Is Seattle shrinking or continuing to grow? Depends who you ask
If you’re one of those who say Seattle is dying, you’ll find data showing a shrinking population to back you up. But if you’re a Seattle booster who thinks the boom times aren’t over, you’ll find data showing continued growth.
How is it possible ?
Recent census data, which I discussed in my column, showed Seattle and King County had a slight population loss from 2020 to 2021, but data from the Washington Office of Financial Management (OFM), which I also wrote aboutshowed modest growth in both the county and Seattle.
The federal and state governments produce annual population data for cities and counties in Washington. Generally, these figures are in close agreement.
Lately, however, there has been a gap.
It occurred to me that by reporting this conflicting data, I may have confused some of my readers. So let’s see what could have happened.
One thing to always keep in mind with population estimates is that they are just that – estimates. These are not exact numbers. Only the decennial census, like the one in 2020, is supposed to be an accurate count, and even that isn’t perfect.
The Census Bureau and OFM also have differences in methodology. Their annual estimates are never exactly the same, though they are usually close (and note that the Census Bureau produces population estimates for July 1 each year, while OFMs are for April 1.)
Another important point is that the past two years have been anything but ordinary. Difficulties with record keeping during the pandemic could certainly help explain why the Census Bureau and OFM have seen our local population move in different directions, according to Mike Mohrman, OFM’s senior forecast analyst.
“As you know, many data collections have been disrupted by the pandemic, not only the 2020 census itself, but school data, driver data and other data collections have been disrupted,” said Mohrman said in an email. “This is a particularly difficult time for those of us working in this field.”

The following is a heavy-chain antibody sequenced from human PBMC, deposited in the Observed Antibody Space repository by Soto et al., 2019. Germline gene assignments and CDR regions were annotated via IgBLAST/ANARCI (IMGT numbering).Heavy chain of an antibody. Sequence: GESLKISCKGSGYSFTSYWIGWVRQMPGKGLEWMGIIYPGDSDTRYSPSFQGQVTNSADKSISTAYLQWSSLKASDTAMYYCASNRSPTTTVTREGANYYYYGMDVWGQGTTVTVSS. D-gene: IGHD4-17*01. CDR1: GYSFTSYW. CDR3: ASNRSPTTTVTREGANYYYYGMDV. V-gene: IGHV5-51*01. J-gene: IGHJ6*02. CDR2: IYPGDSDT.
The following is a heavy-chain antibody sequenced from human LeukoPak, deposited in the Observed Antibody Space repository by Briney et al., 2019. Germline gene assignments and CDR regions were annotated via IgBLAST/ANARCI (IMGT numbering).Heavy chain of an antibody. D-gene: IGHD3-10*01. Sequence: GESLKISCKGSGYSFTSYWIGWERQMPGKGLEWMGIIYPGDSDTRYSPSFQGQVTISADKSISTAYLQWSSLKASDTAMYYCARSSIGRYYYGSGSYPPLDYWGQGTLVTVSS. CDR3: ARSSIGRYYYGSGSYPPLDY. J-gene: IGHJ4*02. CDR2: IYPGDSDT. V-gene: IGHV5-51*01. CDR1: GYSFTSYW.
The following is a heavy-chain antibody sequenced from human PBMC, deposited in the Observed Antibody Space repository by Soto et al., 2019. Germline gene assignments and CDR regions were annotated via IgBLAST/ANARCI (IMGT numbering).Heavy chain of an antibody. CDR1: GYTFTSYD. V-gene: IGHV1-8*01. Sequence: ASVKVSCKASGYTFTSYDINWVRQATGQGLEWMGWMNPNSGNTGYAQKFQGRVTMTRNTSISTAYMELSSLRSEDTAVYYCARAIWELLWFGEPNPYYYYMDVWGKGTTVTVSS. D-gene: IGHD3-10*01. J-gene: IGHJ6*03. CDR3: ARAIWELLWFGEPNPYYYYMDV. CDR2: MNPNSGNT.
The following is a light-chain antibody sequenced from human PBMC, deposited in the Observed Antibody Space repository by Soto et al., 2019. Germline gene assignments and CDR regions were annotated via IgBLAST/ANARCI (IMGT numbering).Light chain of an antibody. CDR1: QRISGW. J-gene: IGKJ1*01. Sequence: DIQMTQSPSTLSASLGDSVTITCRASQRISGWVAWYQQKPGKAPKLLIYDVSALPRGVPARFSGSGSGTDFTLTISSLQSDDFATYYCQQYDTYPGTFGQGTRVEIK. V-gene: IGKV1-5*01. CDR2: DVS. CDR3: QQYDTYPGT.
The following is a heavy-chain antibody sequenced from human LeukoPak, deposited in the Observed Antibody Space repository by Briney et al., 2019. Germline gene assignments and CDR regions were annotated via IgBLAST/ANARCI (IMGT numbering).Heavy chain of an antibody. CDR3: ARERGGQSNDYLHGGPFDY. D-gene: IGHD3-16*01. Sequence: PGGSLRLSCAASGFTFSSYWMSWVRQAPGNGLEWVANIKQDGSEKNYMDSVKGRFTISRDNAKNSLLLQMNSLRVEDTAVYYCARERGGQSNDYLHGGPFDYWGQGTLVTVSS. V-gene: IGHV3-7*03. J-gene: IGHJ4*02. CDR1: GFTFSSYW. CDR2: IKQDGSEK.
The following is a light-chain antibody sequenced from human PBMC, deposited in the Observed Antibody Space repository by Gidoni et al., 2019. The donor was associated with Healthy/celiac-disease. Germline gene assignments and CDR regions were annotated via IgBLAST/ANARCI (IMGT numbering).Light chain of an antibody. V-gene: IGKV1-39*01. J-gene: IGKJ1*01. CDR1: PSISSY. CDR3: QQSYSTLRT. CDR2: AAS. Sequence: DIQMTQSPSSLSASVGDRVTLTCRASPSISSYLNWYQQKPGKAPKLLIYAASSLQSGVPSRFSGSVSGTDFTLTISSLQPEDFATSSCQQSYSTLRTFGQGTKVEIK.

And even though the Census Bureau and OFM data showed population trending in opposite directions, the actual difference between their 2021 estimates isn’t really that big.
OFM showed Seattle’s population to be 742,000 and the Census Bureau count to be 734,000 – a difference of only about 8,000. The two agencies’ estimates for King County were about 35,000 different, which isn’t that huge considering the total population was nearly 2.3 million last year.
The two agencies have different timelines for releasing their demographic data. The Census Bureau has a bigger lag — their 2021 numbers only came out this spring — while the OFM just published its 2022 estimates Last week.
New data from the OFM shows that growth has accelerated as we emerge from the pandemic.
King County grew by approximately 30,000 from April 1, 2021 to April 1, 2022, and the population surpassed the 2.3 million mark. Most of the county’s growth has occurred in Seattle, which is similar to what we saw in the 2010s when Seattle grew at a much faster rate than the suburbs.
Seattle’s population reached 762,500 in 2022, up about 20,000 from the previous year. This is an increase of 2.7%, which is not that far from the impressive growth rates we saw during the boom era of the 2010s.
In comparison, King County (excluding Seattle) grew by only about 10,500 residents, an increase of 0.7%.
The main driver of growth in King County was migration, with about 22,000 more people moving in than moving out during the one-year period. OFM data also shows about 23,500 births and 15,000 deaths in King County, for what is called a “natural increase” of nearly 8,300.
Among King County cities with a population of at least 5,000, the strongest growth was in Black Diamond, up 15.5%. Black Diamond is home to a large new planned community called Ten Trails, which is being built in phases. This community, which opened in 2018, will eventually include approximately 6,000 homes, bringing more than 15,000 people to Black Diamond.
Only two towns in King County decreased (slightly) in population: Lake Forest Park and SeaTac.
The Census Bureau has yet to release its 2022 population estimate for cities and counties, and those numbers won’t be out until next year. We’ll have to wait to hear if they confirm that growth in Seattle and King County has rebounded.